The United Nations Brundtland Commission defines sustainability as "meeting the needs of the present without compromising the ability of future generations to meet their own needs." It's a great proposition. Yet, as nice as this sounds, it's an act that is often easier said than done. The irresponsible and unsustainable use of resources like water, fossil fuels, or even precious metals has consistently led to environmental, ethical, and security obstacles. With climate change, contamination, and ecological degradation becoming increasing issues, understanding how to use our natural resources to our advantage without draining them and eventually making them inaccessible to future generations is vital.
The Industrial Revolution, which began in the late 1700s, kicked off a unique historical period that would redirect the world's future. Having successfully managed to make the most of the energy resources available to them, Great Britain established a new type of economy that propelled consumer culture on a drastically larger scale.
The middle class began to grow. It obtained influence and power, allowing the average person to buy what they wanted and, subsequently, much more than they needed. Consequently, the modern-day consumer was born and thrived in the presence of cheap goods made in large, forever-churning factories.
At the time, this new development proved to be an excellent advancement for the people of Great Britain. Industrialization propelled the economy and allowed the people to become independent from the monarchy, whose authority had previously gone unchallenged. However, the consequences of mass production proved to bring new types of challenges further down the line.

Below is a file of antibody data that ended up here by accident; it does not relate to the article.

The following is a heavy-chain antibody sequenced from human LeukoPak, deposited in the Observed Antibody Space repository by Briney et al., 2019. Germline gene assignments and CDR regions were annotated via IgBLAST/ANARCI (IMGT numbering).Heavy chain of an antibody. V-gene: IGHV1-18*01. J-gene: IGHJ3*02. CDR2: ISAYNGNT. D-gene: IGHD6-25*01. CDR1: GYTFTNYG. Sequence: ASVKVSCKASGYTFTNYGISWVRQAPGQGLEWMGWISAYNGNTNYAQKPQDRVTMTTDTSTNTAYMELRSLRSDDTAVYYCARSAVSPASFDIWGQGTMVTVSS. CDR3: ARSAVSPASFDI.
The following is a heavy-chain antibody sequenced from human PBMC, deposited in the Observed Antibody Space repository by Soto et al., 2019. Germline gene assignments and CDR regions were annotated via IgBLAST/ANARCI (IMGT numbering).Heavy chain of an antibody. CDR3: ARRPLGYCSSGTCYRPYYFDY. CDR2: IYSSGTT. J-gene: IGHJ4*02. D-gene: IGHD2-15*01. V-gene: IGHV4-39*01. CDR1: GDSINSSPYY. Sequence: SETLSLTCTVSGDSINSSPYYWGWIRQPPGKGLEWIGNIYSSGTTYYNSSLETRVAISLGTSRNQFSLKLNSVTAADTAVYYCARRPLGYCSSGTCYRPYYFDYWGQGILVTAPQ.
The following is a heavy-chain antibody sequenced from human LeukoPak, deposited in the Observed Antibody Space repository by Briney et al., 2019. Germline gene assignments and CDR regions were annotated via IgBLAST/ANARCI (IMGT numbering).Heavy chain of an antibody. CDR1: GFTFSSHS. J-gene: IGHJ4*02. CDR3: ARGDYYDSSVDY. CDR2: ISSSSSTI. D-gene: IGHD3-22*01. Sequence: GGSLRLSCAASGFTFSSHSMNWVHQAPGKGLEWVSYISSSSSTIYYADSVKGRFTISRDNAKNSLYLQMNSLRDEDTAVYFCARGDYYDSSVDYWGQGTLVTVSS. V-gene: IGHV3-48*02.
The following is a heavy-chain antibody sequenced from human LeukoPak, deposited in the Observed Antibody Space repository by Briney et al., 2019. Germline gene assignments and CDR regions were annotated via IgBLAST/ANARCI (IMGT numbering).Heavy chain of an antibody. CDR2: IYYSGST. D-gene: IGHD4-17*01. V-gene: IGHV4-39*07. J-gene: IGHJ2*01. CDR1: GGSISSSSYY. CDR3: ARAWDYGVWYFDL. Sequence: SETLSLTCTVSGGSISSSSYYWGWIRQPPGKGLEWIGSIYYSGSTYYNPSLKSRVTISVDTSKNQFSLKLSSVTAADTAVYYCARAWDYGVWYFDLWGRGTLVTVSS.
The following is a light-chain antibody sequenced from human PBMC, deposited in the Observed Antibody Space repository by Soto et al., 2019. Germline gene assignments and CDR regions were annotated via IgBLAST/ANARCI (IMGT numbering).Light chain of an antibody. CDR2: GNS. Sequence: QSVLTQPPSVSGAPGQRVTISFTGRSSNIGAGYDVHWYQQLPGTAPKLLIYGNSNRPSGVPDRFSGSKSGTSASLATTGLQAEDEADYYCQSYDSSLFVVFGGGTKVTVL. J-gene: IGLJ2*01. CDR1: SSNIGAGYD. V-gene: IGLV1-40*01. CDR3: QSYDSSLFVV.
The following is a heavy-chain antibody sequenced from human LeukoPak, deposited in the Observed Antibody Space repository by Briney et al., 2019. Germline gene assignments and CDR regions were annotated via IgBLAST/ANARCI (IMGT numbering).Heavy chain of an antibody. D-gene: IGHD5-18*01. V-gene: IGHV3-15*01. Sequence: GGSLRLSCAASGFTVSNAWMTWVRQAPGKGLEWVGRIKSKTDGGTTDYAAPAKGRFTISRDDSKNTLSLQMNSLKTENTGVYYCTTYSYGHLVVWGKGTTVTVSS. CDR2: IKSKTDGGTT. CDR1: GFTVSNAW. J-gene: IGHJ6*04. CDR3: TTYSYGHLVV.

Over time, it became clear that access to energy gave communities a stark advantage. Economic, social, and infrastructural development requires ample resources. Leaders need facilitated access to energy to allow people to participate in activities like going to school or starting a business. Energy, when used correctly, can help poor populations gain increased food security, improved healthcare, safety, and gender equality. These seemingly small steps can make a massive difference in the lives of those in developing countries and are vital for the future prosperity of their communities.
However, development comes at a steep cost. Following the industrial revolution, production, trade, and growth were goals for nations around the globe. But eventually, as waste and contamination accumulated in our waterways and became pungently present in the thick air that settled in our cities, people began to take a step back. Fossil fuel, coal, natural gas, and water shortages became more apparent and continue to offer an eerie threat to our security and modern way of life.
As populations grow and third-world countries advance, our demand for water and energy continues to rise. Thankfully, the obstacles presented by excess waste and the overconsumption of natural resources have motivated individuals, organizations, and in some cases, governments to change their perspective and be more responsible.
Creative and innovative solutions are still needed to get things on track and guarantee a prosperous future. Modern movements surrounding everything from sustainable fishing and agricultural practices to sustainable clothing and technology manufacturing are leading the fight for long-lasting resources. With enough time, these efforts could be just what we need to steer the world towards healthier, eco-friendly advancement.
But they can't do it alone. As consumers, it is our responsibility to support these efforts and prove that the demand for sustainable practices is strong and here to stay. So next time you find yourself sitting at your computer shopping online, or walking through the aisles at your local grocery store, be mindful of your purchases and look for sustainable options.
For more information on the world's natural resources and the importance of sustainability, visit Resourcefulness, and Smart Energy Education.